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Argentina's president says government seeks criminal penalties for US company's plant closure

Two men stand next to a barricade of burning tires, meant as a supportive gesture to fellow workers who continue to work despite being laid off, outside the entrance of the R.R. Donnelley & Sons printing plant, on the outskirts of Buenos Aires, Argentina, Thursday, Aug. 14, 2014. About 200 workers decided to keep working until union leaders, in talks with the Labor Ministry, find a solution to reverse the plant layoffs. (AP Photo/Natacha Pisarenko)

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Two men stand next to a barricade of burning tires, meant as a supportive gesture to fellow workers who continue to work despite being laid off, outside the entrance of the R.R. Donnelley & Sons printing plant, on the outskirts of Buenos Aires, Argentina, Thursday, Aug. 14, 2014. About 200 workers decided to keep working until union leaders, in talks with the Labor Ministry, find a solution to reverse the plant layoffs. (AP Photo/Natacha Pisarenko)

BUENOS AIRES, Argentina - The government of Argentina will seek criminal charges against representatives of a U.S.-based global printing company that abruptly shuttered its plant in the South American country, the president said Thursday.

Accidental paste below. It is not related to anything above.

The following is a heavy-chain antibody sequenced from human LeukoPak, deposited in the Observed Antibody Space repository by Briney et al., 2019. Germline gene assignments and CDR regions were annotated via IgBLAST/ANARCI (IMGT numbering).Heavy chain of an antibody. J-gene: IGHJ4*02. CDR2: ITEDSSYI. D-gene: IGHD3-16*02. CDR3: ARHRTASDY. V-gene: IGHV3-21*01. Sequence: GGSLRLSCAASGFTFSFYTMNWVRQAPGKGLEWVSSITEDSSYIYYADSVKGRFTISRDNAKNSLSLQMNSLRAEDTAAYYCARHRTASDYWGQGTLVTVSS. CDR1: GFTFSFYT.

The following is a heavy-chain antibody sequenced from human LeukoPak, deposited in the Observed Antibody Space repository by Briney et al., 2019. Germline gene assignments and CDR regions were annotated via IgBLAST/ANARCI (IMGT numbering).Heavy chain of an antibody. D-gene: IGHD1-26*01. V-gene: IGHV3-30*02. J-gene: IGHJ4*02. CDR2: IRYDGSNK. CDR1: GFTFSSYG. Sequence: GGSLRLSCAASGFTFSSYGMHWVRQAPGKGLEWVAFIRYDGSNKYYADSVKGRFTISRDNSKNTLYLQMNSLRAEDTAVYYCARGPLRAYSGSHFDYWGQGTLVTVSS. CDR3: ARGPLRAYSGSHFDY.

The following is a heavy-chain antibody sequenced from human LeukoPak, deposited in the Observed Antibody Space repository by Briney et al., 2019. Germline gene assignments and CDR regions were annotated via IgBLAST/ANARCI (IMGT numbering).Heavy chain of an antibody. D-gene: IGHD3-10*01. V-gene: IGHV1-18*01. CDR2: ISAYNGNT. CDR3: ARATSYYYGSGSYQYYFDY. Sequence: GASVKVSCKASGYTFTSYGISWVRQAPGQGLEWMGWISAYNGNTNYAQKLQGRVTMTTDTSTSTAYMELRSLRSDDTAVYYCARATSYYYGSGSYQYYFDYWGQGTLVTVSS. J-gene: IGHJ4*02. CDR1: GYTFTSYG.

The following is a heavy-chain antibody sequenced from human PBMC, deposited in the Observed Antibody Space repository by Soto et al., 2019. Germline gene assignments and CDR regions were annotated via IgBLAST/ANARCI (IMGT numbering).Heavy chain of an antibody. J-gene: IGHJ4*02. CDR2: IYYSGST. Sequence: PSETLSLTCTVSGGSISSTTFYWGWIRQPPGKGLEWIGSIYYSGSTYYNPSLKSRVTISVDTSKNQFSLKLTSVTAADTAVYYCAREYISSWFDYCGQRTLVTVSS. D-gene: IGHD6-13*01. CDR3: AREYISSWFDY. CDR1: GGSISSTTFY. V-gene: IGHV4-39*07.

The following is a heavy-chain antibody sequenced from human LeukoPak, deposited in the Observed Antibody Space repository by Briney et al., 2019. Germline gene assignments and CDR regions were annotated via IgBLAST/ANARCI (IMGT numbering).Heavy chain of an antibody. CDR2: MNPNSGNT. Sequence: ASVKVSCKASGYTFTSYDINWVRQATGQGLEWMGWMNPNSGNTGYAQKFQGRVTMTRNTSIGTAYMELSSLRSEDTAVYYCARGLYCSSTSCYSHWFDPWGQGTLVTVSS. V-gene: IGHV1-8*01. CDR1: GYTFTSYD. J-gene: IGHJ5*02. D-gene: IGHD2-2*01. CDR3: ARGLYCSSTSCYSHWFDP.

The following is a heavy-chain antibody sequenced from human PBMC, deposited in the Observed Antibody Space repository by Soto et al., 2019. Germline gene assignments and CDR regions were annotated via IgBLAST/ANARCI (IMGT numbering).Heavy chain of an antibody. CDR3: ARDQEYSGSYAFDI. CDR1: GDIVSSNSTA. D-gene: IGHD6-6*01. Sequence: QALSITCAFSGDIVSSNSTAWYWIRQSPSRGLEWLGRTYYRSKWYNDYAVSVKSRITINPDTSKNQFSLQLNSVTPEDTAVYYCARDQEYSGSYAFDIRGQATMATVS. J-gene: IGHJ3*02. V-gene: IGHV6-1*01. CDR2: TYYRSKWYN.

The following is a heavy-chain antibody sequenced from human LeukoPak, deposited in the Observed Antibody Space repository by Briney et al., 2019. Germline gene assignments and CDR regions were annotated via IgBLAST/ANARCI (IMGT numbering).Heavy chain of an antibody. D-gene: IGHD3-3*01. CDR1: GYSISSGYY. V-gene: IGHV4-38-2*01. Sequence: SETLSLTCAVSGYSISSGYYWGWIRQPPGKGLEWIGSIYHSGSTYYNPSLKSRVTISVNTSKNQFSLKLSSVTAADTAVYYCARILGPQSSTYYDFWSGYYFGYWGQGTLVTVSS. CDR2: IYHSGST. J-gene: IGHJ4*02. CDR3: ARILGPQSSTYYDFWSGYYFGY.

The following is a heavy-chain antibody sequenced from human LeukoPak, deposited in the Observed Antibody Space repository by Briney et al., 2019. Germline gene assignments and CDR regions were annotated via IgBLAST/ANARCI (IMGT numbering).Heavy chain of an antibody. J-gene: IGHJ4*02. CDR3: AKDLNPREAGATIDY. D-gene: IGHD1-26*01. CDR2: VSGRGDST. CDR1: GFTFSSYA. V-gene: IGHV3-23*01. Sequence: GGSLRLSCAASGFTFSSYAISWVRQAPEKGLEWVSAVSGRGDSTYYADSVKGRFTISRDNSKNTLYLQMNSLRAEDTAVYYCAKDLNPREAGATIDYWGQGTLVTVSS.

Representatives of RR Donnelley & Sons may have sought to "create fear in the population" and undermine the economy with the plant closure and that could be a possible violation of an anti-terrorism law, President Cristina Fernandez said in a speech to announce a new housing program.

It would be the first application of the anti-terrorism law that was adopted in 2011.

Fernandez said there was no legitimate economic justification for the closure and she accused the company of collaborating with foreign investors whose decade-long legal battle with the government triggered a July 30 default.

Workers at the RR Donnelley printing plant on the Buenos Aires outskirts showed up Monday to find a note informing them the facility was closed due to an "insurmountable crisis." About 400 workers lost their jobs, although about half of them are trying to keep the plant going despite getting no pay.

A spokeswoman in the company's headquarters in Chicago did not respond to messages seeking comment.

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